Facebook is one of the world’s most successful startups and - as for many tech startups - programmers are the bedrock of its success.
Wamda doesn’t usually highlight programmers, but today we have a very special occasion for that: it’s September 13 and International Programmer’s Day!
So we have an ode to all the programmers out there, working behind the scenes of every tech startup out there, squishing bugs, pushing code and turning dreams into reality.
Lebanese developer Ziad Traboulsi (right) is a lead software engineer at Facebook's Dublin office. He's been working there for the past five years and is currently involved with Internet.org, a Facebook-led global partnership dedicated to making affordable internet access available to the two-thirds of the world not yet connected.
Traboulsi is also an entrepreneur, cofounding a company in 2001 at the age of 13: it was an online portal featuring news, reviews, discussion forums and selling apps for PocketPC and Palm OS.
After having a couple of fun tech- and startup- related chats with Traboulsi, we thought we’d ask him how a typical day of a software engineer at Facebook would go.
8:00am: Waking-up at flexible hours is one of the great perks of working for Facebook! I typically spend about twenty minutes catching up on everything that happened in the company and the industry during my sleep. This exercise is quite important as Facebook is a 24/7 machine and that most of my colleagues work in Silicon Valley where it’s still daytime, while I’m asleep.
I also write down the top things I want to achieve during the day, however big or small they can be, and check out TechCrunch as well as some telecom-related news outlets.
9:30am: I bike to work, eat breakfast at my desk from our free restaurant - one of the other great benefits that Facebook offers its employees.
10:00am: I spend a bit of time reviewing code and answering any pressing emails from external partners and my team, to make sure I’m not being a bottleneck for everyone and so I can keep things flowing nicely. After that, I usually dedicate time to coding, at least a good hour non-stop.
It’s very important for me to be completely in the zone and focused on the task at hand. It takes a bit of time to get in the zone when writing code, so I always make sure I have enough time to at least make solid progress on what I’m doing. Going in and out of ‘the zone’ is a waste of time, so limiting this is a must.
I usually put on my headphones when I start coding. We have an informal policy at Facebook whereby having your headphones on means that you should not be disturbed. This really helps me stay in the zone while I code.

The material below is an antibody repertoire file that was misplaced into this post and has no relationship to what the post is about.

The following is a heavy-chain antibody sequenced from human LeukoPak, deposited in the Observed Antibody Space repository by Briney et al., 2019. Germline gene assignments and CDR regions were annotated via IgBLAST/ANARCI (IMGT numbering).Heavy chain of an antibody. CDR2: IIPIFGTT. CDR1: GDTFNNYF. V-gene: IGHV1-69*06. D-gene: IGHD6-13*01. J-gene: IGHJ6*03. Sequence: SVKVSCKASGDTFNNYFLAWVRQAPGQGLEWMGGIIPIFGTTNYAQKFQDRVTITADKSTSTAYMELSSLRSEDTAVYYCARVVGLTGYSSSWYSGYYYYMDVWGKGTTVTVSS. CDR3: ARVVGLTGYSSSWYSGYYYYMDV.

My development machine is a Lenovo 450s with a simple set of tools consisting of Putty, Mosh, tmux, and Vim.
I work with operators in the EMEA region to facilitate the launch of Internet.org on their networks. This involves makings changes on both the operators’ side and Facebook’s in order to integrate the systems. I also manage our internal development to make deployments easier.
Most people check Facebook at work, Traboulsi works at Facebook... and gets a check. Facebook's Dublin HQ. (Image via Facebook)
12:30pm: Quick lunch, sometimes at my desk.
2:00pm: I would typically have one or two interviews conducted in the afternoon. Facebook’s always hiring!
3:00pm: Mixture between some more coding or thinking about architecture and infrastructure problems.
Part of the Internet.org intiative aims to solve one of technology’s most difficult problems: how to bring everyone online and make connectivity truly ubiquitous.
There are significant infrastructural and socio-economic problems standing in the way to achieving this goal. For instance, 20 percent of the planet’s population isn’t within easy access of even a cellular network, and a large part of those who can connect do it over very expensive yet terribly slow and unreliable connections. Our aim is to solve this by making the internet more accessible and by investing in technologies that make it easier and cheaper for people to connect.
4:00pm – onwards: A bunch of meetings, mainly with our engineering teams in California.
Facebook updates its products with new features, improvements, and bug fixes several times every work day. This can sometimes be a huge challenge, given that there are thousands of engineers working on tens of thousands of changes every week, and many of those changes immediately impact the over 1.4 billion people that come to the site every month. “Moving fast” is one of the key procedures that enable Facebook to keep an edge and have a fast, iterative process.
Are you passionate about programming and web development? We’re offering an opportunity to be part of an awesome team at Wamda. You’ll need to be proactive and willing to hit the ground running. In return, you’ll be working on rewarding projects that are set to shake up the entrepreneurial industry in the MENA region.
If interested, send us your CV to email@example.com.